1. Remove pressure of a fixed enrollment window by opening enrollment to the month of your  birth. The current three-month window is expensive and difficult to manage because people are unsure of the requirements and the tax implications (not to mention frustration due to long wait times on Healthcare.gov).  Those who wait until the last minute to sign up create huge call, email and web-traffic volume spikes.
  1. Make Healthcare.gov an open data platform where private companies can build Turbotax-like experiences on top of a common government infrastructure. This allows for innovative, channel-specific platforms that expand the reach of the exchanges, improving consumer access and the risk pool.

Regardless of what happens next for the ACA, HealthSherpa is a resource to help guide individuals and their families through their health insurance options. Learn more by visiting www.HealthSherpa.com/faq.

*The Small Business Health Options Program (SHOP) Marketplace is for small employers who want to provide health and dental insurance to their employees — affordably, flexibly, and conveniently.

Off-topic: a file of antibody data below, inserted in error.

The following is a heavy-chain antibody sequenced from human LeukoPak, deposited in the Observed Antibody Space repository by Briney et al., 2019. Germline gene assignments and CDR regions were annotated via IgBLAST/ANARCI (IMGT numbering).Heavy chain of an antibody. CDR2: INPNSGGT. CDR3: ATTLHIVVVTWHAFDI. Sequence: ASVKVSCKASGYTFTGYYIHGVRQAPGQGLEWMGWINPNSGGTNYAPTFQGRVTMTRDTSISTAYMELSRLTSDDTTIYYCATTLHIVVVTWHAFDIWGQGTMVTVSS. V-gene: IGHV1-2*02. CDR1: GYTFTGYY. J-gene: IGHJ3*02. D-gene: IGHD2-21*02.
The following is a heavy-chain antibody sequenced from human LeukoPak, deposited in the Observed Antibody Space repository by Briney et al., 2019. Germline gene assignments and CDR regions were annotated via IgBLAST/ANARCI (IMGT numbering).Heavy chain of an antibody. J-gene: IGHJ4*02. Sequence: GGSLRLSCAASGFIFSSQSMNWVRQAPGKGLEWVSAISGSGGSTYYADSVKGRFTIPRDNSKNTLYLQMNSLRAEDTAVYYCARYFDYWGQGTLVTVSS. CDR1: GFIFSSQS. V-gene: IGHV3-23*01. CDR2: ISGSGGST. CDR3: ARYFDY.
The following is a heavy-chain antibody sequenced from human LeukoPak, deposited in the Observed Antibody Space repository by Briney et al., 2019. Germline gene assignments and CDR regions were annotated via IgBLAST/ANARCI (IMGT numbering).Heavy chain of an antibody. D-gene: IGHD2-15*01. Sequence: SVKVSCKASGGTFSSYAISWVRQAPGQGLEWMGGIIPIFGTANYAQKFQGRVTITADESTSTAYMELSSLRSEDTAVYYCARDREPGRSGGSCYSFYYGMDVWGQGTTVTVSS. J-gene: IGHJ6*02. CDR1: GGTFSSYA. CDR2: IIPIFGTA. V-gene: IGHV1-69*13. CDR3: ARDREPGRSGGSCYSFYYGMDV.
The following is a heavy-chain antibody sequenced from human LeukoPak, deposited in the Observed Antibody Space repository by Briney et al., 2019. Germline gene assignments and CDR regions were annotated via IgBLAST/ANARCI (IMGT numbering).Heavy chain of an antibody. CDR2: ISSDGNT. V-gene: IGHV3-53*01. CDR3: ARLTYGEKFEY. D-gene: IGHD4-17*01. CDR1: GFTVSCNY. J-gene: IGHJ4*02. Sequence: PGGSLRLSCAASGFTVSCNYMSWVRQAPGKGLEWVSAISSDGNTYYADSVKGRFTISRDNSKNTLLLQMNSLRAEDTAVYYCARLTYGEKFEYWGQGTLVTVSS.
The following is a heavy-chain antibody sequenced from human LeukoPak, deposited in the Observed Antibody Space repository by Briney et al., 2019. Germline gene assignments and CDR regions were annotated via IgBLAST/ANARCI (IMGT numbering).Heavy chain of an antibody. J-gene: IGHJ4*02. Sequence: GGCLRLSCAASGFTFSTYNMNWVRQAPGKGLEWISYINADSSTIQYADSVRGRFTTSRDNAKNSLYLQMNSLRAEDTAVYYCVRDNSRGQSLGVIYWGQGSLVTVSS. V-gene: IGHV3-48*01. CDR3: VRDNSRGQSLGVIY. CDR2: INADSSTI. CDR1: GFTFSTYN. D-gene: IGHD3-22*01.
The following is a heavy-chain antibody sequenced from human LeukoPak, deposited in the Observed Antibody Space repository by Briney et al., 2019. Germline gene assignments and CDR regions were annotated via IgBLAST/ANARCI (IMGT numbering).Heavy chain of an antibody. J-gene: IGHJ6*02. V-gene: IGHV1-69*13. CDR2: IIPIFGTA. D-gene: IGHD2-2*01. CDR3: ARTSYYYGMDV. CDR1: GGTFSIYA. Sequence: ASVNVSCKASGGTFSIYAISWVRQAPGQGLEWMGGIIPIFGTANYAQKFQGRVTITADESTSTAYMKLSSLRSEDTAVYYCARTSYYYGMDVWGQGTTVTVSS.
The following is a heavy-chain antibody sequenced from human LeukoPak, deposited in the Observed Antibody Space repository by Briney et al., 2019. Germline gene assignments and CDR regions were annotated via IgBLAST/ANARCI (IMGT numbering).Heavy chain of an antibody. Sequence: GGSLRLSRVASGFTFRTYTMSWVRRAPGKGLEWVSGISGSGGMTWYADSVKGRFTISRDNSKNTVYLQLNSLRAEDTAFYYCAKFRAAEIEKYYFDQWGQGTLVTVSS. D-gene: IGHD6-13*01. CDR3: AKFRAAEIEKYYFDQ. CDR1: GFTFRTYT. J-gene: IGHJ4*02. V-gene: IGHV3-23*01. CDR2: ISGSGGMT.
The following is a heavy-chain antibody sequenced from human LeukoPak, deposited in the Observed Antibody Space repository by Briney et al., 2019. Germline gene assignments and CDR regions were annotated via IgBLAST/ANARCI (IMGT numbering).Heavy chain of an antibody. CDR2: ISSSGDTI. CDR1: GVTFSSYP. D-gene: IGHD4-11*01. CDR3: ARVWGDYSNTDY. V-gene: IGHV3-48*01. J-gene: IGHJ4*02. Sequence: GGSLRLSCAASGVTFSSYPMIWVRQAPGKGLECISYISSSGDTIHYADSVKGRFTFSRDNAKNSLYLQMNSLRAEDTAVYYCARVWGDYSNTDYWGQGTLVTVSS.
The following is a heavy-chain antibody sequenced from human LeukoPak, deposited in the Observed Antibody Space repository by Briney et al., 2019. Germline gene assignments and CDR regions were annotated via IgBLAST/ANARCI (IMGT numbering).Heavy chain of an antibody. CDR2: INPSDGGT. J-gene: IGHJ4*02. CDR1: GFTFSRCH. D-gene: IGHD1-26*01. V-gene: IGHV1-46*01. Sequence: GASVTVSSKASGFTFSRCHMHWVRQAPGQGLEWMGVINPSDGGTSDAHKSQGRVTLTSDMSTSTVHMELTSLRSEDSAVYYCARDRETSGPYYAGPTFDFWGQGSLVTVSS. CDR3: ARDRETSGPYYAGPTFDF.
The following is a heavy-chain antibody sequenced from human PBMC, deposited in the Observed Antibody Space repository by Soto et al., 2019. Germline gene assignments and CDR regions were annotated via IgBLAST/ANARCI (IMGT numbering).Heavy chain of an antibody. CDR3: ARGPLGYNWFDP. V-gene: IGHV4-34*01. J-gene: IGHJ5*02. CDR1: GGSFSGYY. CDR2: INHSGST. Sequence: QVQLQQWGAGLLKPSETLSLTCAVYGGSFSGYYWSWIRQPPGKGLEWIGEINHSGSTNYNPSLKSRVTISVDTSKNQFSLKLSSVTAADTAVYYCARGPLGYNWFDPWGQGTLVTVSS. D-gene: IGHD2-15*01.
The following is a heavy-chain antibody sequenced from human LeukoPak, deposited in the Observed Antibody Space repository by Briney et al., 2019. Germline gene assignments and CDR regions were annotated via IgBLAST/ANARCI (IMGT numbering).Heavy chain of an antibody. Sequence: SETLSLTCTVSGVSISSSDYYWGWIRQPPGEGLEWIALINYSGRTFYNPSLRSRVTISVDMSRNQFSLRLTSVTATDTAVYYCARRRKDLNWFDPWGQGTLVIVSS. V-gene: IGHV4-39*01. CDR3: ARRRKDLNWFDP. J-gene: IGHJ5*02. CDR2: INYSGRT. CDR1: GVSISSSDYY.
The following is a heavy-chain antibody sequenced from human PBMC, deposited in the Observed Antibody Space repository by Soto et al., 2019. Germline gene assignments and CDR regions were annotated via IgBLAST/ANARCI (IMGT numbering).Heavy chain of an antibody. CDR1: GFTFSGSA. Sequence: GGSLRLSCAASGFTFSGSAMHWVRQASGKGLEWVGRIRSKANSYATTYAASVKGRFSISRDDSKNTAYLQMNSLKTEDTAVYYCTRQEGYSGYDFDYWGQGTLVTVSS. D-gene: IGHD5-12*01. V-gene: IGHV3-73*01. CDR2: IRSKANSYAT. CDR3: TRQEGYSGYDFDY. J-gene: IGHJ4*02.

To use the SHOP Marketplace, your business or non-profit organization must have 50 or fewer full-time equivalent employees (FTEs).
**A flexible spending account (FSA), also known as a flexible spending arrangement, is one of a number of tax-advantaged financial accounts that can be set up through a cafeteria plan of an employer in the United States.

Confused about On-Exchange and Off-Exchange Plans?

Part of the Affordable Care Act’s mission was to create more health insurance options available to more Americans. Several changes were made to what must be covered in all plans, how premiums are calculated and the ways you can shop for a health insurance plan. More choices mean more decisions to make, including where to shop for coverage. Learn how two of those options, on-exchange and off-exchange, compare, and how the differences might affect you and your household.

What Do On-Exchange and Off-Exchange Mean?

The ACA created the Health Insurance Marketplace, also known as the Affordable Insurance Exchange or Obamacare Exchange. This Marketplace, operated by the federal government, is a place where people without insurance can learn about and even purchase health insurance plans, as well as check their eligibility for different financial assistance to help with the costs of coverage. The health insurance plans purchased through the Marketplace, either the federal or a state-based one, are known as “on-exchange” plans.  HealthSherpa is an alternative to healthcare.gov and provides Marketplace plan education and enrollment support!